News Release

Weight gain study suggests polyunsaturated oil healthier option

American Heart Association Rapid Access Journal Report

Peer-Reviewed Publication

American Heart Association

Short-term modest weight gains in healthy, normal weight young adults was associated with more bad cholesterol levels in those who ate muffins cooked using saturated oil. However, individuals in the same study who ate muffins made with polyunsaturated oils had improved blood cholesterol profiles, according to a new study published in the Journal of the American Heart Association.

Swedish researchers conducted a seven-week study in 39 adults (average age 27) who added three muffins each day made with either unsaturated sunflower or saturated palm oil. The study was designed so that participants would gain about 3 percent of their body weight during the study. One more muffin was added or subtracted depending on how much weight each individual gained, while all of the participants continued their normal diet and physical activity levels. The muffins were fairly high in carbohydrates and sugar, but only those made using saturated oils raised cholesterol concerns; although both groups showed increased insulin resistance, an early warning sign of adult-onset diabetes later in life.

Despite comparable weight gain in both groups, those who ate the unsaturated fat muffins tended to have lower low-density lipoproteins (LDL-bad cholesterol) levels,, a lowerthe ratio between total cholesterol and high-density lipoproteins (HDL-good cholesterol), and other positive indicators of cardiovascular health.. While the average weight gain for both groups was just 2.2 percent, LDL levels differed by 9 percent and the overall cholesterol/HDL cholesterol ratio differed as much as 18 percent between the two groups..

"Even in early adulthood, it is important to avoid high-calorie foods and weight gain, but also it is important to consume sufficient amounts of polyunsaturated fats from non-hydrogenated vegetable oils," said Ulf Risérus, M.D., Ph.D., principal investigator and associate professor of Clinical Nutrition and Metabolism at Uppsala University, in Uppsala, Sweden. . "The lowering of the cholesterol/HDL cholesterol ratio by polyunsaturated fat is of special interest because recent large studies have shown this ratio seems to predict heart disease risk even better than LDL levels alone."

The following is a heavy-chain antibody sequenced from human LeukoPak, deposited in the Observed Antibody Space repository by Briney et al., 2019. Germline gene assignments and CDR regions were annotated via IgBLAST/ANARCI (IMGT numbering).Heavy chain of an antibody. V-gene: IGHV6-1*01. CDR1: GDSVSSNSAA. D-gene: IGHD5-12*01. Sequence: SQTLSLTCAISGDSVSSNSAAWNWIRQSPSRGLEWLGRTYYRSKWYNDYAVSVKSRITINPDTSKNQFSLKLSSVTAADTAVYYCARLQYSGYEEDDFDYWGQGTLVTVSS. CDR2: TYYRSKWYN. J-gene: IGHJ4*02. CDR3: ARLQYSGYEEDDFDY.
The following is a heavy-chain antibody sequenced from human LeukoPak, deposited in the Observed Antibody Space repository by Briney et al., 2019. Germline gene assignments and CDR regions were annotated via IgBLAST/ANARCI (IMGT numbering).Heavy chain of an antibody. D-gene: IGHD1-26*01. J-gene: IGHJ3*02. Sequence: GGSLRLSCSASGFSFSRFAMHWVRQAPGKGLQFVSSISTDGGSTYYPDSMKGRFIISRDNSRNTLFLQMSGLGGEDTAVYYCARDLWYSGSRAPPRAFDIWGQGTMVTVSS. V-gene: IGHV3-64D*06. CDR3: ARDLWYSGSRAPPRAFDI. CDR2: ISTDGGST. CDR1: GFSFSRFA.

That the effects were seen in less than two months on a high-calorie diet that was high in fat and some sugars is also important, he said. These short-term metabolic adverse changes might help explain why some overweight people are at higher risk of developing type 2 diabetes and cardiovascular disease in the long-term.

Researchers said their findings may have implications for many populations, in which individuals gain weight due to excess calorie intake from both sugars and fats and lack of physical activity. The term "fit and fat" has been used for obese individuals who are physically fit; they may be at lower disease risk than a lean but sedentary person. In this context it is clear that gaining weight on a high-calorie diet higher in polyunsaturated fat produces a slightly more metabolically favorable weight gain, than if the excess calories come mainly from saturated fats.

Risérus believes the effects of a high-saturated fat diet are fully reversible. The research team hopes to gain scientific evidence of this belief with results from a new trial that follows participants for a month after weight gain.

"Studies using these oils in weight-stable participants have demonstrated that the adverse effects on LDL seems to disappear shortly after they stop consuming foods with saturated fats, and this may also be the case here," he said. "Such data would be important to encourage people who gained weight to lose their weight and lower their metabolic risk."

The American Heart Association recommends that adults who would benefit from lowering LDL cholesterol reduce their intake of trans fat and limit their consumption of saturated fat to 5 to 6 percent of total calories.


Co-authors are David Iggman, M.D.; Fredrik Rosqvist, M.Sc.; Anders Larsson, M.D., Ph.D.; Johan Ärnlöv, M.D., PhD; Lena Beckman, Ph.D.; and Mats Rudling, M.D., Ph.D. Author disclosures are on the manuscript.

The study was funded primarily by the Swedish Research Council.

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